Mobile phone use in teens likely compounds the biological causes of sleep loss. With the onset of puberty, there are changes in innate circadian rhythms that lead to a delay in the habitual timing of sleep onset . As school start times are not correspondingly later, this leads to a reduction in the time available for sleep and is consequently thought to contribute to the endemic sleepiness of teenagers. The use of mobile phones may compound this sleepiness by extending the waking hours further into the night. Munezawa and colleagues  analyzed 94,777 responses to questionnaires sent out to junior and senior high school students in Japan and found that the use of mobile phones for calling or sending text messages after they went to bed was associated with sleep disturbances such as short sleep duration, subjective poor sleep quality, excessive daytime sleepiness and insomnia symptoms. Soderqvist et al. in their study of Swedish adolescents aged 15–19 years, found that regular users of mobile phones reported health symptoms such as tiredness, stress, headache, anxiety, concentration difficulties and sleep disturbances more often than less frequent users . Van der Bulck studied 1,656 school children in Belgium and found that prevalent mobile phone use in adolescents was related to increased levels of daytime tiredness . Punamaki et al. studied Finnish teens and found that intensive mobile phone use lead to more health complaints and musculoskeletal symptoms in girls both directly and through deteriorated sleep, as well as increased daytime tiredness . In one prospective study of young Swedish adults, aged 20–24, those who were high volume mobile phone users and male, but not female, were at greater risk for developing sleep disturbances a year later . The association of mobile phone utilization and either sleep or sleepiness in teens in the United States has only been described by a telephone poll. In the 2011 National Sleep Foundation poll, 20% of those under the age of 30 reported that they were awakened by a phone call, text or e-mail message at least a few nights a week . This type of nocturnal awakening was self-reported more frequently by those who also reported that they drove while drowsy.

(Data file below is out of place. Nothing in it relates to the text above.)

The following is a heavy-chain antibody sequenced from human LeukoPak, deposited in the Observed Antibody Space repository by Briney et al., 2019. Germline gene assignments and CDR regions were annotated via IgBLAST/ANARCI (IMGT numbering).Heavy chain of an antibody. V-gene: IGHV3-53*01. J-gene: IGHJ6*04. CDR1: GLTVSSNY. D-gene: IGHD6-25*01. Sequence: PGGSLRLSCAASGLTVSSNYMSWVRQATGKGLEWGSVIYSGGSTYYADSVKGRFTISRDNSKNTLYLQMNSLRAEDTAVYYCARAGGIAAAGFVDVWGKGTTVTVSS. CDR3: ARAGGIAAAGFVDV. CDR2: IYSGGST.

As there has been limited examination of how mobile phone usage affects the behavior of young children and adolescents, none of which have addressed the effects of such usage on daytime sleepiness in U.S. teens, it seemed worthwhile to attempt a cross-sectional study of sleep and mobile phone utilization in a U.S. high school. As such, it was the purpose of this study to examine the association of mobile phone utilization and sleepiness patterns in a sample of U.S. teens. We hypothesized that an increased number of calls would be associated with increased sleepiness.